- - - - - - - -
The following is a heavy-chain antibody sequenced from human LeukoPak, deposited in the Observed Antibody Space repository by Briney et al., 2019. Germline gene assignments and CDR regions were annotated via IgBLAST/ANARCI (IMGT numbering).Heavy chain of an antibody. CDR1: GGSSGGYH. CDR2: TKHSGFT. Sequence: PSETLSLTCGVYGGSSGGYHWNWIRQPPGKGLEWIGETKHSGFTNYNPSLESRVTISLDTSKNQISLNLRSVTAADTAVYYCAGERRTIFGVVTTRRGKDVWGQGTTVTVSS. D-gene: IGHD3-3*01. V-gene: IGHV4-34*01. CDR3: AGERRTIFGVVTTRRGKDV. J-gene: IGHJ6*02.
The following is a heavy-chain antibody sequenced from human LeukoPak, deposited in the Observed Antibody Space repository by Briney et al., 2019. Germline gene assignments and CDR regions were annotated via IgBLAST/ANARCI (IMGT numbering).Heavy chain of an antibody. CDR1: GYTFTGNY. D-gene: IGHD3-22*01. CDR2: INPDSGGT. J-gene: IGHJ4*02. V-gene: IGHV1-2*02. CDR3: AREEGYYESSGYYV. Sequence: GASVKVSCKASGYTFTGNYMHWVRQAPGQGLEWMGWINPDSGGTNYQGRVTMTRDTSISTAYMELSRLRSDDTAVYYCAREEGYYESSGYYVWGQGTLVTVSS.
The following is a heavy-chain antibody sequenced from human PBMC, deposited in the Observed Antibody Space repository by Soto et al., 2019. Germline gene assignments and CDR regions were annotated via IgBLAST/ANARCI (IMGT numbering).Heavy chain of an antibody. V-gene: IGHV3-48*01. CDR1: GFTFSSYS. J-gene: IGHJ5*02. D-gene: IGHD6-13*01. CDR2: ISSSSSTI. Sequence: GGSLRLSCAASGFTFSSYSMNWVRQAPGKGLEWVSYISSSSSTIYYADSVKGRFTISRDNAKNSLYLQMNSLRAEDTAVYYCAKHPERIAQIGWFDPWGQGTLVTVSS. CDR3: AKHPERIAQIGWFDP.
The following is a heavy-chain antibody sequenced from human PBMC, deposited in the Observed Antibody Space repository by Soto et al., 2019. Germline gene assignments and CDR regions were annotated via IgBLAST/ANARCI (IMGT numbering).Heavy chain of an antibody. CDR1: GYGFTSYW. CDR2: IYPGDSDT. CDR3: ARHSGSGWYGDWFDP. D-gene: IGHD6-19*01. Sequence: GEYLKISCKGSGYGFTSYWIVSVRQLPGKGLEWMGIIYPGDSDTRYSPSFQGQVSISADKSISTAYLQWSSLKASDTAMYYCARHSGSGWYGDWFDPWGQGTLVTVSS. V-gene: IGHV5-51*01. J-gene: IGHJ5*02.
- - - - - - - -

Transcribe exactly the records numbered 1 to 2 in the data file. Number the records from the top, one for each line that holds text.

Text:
The following is a heavy-chain antibody sequenced from human LeukoPak, deposited in the Observed Antibody Space repository by Briney et al., 2019. Germline gene assignments and CDR regions were annotated via IgBLAST/ANARCI (IMGT numbering).Heavy chain of an antibody. CDR1: GGSSGGYH. CDR2: TKHSGFT. Sequence: PSETLSLTCGVYGGSSGGYHWNWIRQPPGKGLEWIGETKHSGFTNYNPSLESRVTISLDTSKNQISLNLRSVTAADTAVYYCAGERRTIFGVVTTRRGKDVWGQGTTVTVSS. D-gene: IGHD3-3*01. V-gene: IGHV4-34*01. CDR3: AGERRTIFGVVTTRRGKDV. J-gene: IGHJ6*02.
The following is a heavy-chain antibody sequenced from human LeukoPak, deposited in the Observed Antibody Space repository by Briney et al., 2019. Germline gene assignments and CDR regions were annotated via IgBLAST/ANARCI (IMGT numbering).Heavy chain of an antibody. CDR1: GYTFTGNY. D-gene: IGHD3-22*01. CDR2: INPDSGGT. J-gene: IGHJ4*02. V-gene: IGHV1-2*02. CDR3: AREEGYYESSGYYV. Sequence: GASVKVSCKASGYTFTGNYMHWVRQAPGQGLEWMGWINPDSGGTNYQGRVTMTRDTSISTAYMELSRLRSDDTAVYYCAREEGYYESSGYYVWGQGTLVTVSS.